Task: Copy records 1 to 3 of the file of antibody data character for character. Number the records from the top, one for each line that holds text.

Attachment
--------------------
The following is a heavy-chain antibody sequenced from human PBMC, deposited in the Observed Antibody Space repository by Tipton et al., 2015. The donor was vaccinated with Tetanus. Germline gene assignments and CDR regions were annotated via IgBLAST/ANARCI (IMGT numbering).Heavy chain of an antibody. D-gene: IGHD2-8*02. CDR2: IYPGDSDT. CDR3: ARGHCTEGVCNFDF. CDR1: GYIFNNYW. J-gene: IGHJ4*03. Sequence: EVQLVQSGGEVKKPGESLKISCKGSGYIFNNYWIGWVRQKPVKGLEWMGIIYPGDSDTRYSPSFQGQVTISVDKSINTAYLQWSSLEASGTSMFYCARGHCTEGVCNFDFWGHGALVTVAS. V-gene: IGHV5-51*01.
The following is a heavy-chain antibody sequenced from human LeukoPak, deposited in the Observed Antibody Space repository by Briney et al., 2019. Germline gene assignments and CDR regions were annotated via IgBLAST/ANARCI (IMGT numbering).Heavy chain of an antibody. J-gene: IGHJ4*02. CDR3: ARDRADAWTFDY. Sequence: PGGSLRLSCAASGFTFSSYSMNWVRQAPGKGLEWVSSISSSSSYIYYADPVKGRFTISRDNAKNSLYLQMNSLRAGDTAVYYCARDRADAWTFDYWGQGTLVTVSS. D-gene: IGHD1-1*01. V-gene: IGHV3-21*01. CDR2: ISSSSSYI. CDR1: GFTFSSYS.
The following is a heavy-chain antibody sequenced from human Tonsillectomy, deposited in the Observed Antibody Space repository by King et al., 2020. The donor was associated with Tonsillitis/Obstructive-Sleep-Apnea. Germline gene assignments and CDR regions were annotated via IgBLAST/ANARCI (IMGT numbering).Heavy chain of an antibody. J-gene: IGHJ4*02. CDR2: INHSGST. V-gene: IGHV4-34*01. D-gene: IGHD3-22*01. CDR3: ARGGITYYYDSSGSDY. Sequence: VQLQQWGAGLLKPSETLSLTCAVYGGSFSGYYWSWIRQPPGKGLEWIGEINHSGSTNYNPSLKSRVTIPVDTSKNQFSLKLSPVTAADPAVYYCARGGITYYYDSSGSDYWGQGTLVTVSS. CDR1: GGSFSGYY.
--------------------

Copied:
The following is a heavy-chain antibody sequenced from human PBMC, deposited in the Observed Antibody Space repository by Tipton et al., 2015. The donor was vaccinated with Tetanus. Germline gene assignments and CDR regions were annotated via IgBLAST/ANARCI (IMGT numbering).Heavy chain of an antibody. D-gene: IGHD2-8*02. CDR2: IYPGDSDT. CDR3: ARGHCTEGVCNFDF. CDR1: GYIFNNYW. J-gene: IGHJ4*03. Sequence: EVQLVQSGGEVKKPGESLKISCKGSGYIFNNYWIGWVRQKPVKGLEWMGIIYPGDSDTRYSPSFQGQVTISVDKSINTAYLQWSSLEASGTSMFYCARGHCTEGVCNFDFWGHGALVTVAS. V-gene: IGHV5-51*01.
The following is a heavy-chain antibody sequenced from human LeukoPak, deposited in the Observed Antibody Space repository by Briney et al., 2019. Germline gene assignments and CDR regions were annotated via IgBLAST/ANARCI (IMGT numbering).Heavy chain of an antibody. J-gene: IGHJ4*02. CDR3: ARDRADAWTFDY. Sequence: PGGSLRLSCAASGFTFSSYSMNWVRQAPGKGLEWVSSISSSSSYIYYADPVKGRFTISRDNAKNSLYLQMNSLRAGDTAVYYCARDRADAWTFDYWGQGTLVTVSS. D-gene: IGHD1-1*01. V-gene: IGHV3-21*01. CDR2: ISSSSSYI. CDR1: GFTFSSYS.
The following is a heavy-chain antibody sequenced from human Tonsillectomy, deposited in the Observed Antibody Space repository by King et al., 2020. The donor was associated with Tonsillitis/Obstructive-Sleep-Apnea. Germline gene assignments and CDR regions were annotated via IgBLAST/ANARCI (IMGT numbering).Heavy chain of an antibody. J-gene: IGHJ4*02. CDR2: INHSGST. V-gene: IGHV4-34*01. D-gene: IGHD3-22*01. CDR3: ARGGITYYYDSSGSDY. Sequence: VQLQQWGAGLLKPSETLSLTCAVYGGSFSGYYWSWIRQPPGKGLEWIGEINHSGSTNYNPSLKSRVTIPVDTSKNQFSLKLSPVTAADPAVYYCARGGITYYYDSSGSDYWGQGTLVTVSS. CDR1: GGSFSGYY.